I think this was made very clear by the conversation that we had in class. A student in class stated that she doesn't think it's time for woman "because the system is so screwed up and we need to get back to democracy...and then a woman can take charge." I know this student is extremely liberal and notably feminist but she has made the argument for people that don't want to see a woman in office. Why can't a woman be the best person for the job in this turmoil and struggle? What must a man fix the system so a woman can come in? It is one thing to say that you don't like Hillary but it is quite another to say we are not ready, because when will we be ready? Sometimes change needs to be forced upon a society for the betterment and progressiveness of a government. We see this reflected in an the example of slavery. If people did not force this change it might not have happened if we were waiting for the right time.

The last aspect to move forward with women in government is a shift in thinking. We as a country to do not spend enough time thinking through the policies we create and pass to address how they affect gender. Since we do not live a society or world that cannot create gender neutral focus then we need a program that thinks about how gender is affected. I agree with some type of gender mainstreaming for our government to be called to the carpet with policies that hinder the progress of either gender. I dislike calling this process gender watchdogs because it presents such a negative connotation toward the idea of trying to measure how a government treats all of it's members.

Where Do My Ideas Fit?

After the presentation, it was clear that my ideas fit squarely in the Radical movement. I could have guessed this because my three-pronged approach helps me see how the change can happen but it also creates a complicated and long process of change of thought, morals, ideas and behavior along with an overhaul of our political electoral processes and ideals. The one idea I do not think is radical and is now implemented in several countries that have adopted the gender mainstreaming policy.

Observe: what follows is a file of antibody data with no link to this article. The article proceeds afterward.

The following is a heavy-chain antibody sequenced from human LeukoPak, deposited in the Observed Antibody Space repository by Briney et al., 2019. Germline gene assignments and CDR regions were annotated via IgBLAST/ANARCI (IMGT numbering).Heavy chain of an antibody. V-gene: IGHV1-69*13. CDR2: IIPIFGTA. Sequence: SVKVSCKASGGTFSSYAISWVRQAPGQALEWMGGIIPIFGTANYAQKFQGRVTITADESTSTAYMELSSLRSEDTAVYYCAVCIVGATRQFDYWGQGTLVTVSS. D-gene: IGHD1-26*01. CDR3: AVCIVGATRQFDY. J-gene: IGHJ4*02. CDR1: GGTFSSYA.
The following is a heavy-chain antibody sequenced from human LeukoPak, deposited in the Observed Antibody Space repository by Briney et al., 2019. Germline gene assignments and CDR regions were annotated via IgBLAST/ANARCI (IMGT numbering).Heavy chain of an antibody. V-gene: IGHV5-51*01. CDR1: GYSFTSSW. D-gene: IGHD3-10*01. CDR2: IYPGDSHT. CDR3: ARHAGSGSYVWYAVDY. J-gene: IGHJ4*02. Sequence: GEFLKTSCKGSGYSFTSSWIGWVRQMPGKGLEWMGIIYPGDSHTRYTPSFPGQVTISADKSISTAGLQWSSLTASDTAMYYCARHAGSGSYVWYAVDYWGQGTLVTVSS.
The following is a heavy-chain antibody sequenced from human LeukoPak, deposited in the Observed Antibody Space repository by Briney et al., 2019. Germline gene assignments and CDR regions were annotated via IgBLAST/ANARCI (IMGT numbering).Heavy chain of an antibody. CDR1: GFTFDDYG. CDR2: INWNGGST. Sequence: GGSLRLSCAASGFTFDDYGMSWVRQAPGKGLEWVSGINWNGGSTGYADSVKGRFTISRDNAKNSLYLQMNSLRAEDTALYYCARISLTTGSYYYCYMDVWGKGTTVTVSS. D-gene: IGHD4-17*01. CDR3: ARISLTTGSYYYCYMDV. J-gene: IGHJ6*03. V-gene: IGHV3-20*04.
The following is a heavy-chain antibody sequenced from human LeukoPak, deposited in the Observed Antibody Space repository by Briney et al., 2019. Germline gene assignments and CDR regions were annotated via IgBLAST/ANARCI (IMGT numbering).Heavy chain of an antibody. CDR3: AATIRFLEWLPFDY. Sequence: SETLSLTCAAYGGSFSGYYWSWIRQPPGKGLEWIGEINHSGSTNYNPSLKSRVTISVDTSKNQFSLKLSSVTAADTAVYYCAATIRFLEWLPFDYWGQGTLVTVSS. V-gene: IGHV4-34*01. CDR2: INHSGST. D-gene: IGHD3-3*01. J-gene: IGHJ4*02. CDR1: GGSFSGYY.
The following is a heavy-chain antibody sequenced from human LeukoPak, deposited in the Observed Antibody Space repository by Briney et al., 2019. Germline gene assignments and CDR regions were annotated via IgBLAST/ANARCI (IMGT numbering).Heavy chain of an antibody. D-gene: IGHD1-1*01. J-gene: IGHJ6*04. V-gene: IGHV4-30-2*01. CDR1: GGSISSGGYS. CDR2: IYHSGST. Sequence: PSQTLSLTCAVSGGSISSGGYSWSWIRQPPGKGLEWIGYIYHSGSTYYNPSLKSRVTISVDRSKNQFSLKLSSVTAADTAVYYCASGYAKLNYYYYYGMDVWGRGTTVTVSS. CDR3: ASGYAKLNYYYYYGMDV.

This is the one part of my idea that seem reasonable, tangible and a serious move toward acknowledging our impartial policy making and at least an attempt to address the fact that our policy makers are primarily white males. I am not saying that males do not fight for women's rights but often they see gender as black and white and policies that don't always involve gender directly may be overlooked by a gender that will not negatively be affected by the policy. Personally, I think we are at a point in politics where only a radical change will produce tangible affects. Like one of the students in class so eloquently pointed out "...we are screwed up" in more than one way and maybe we do not someone that puts a different face to who we are and take away our Texas cowboy image and replace it with a respectful, strong image of an American woman.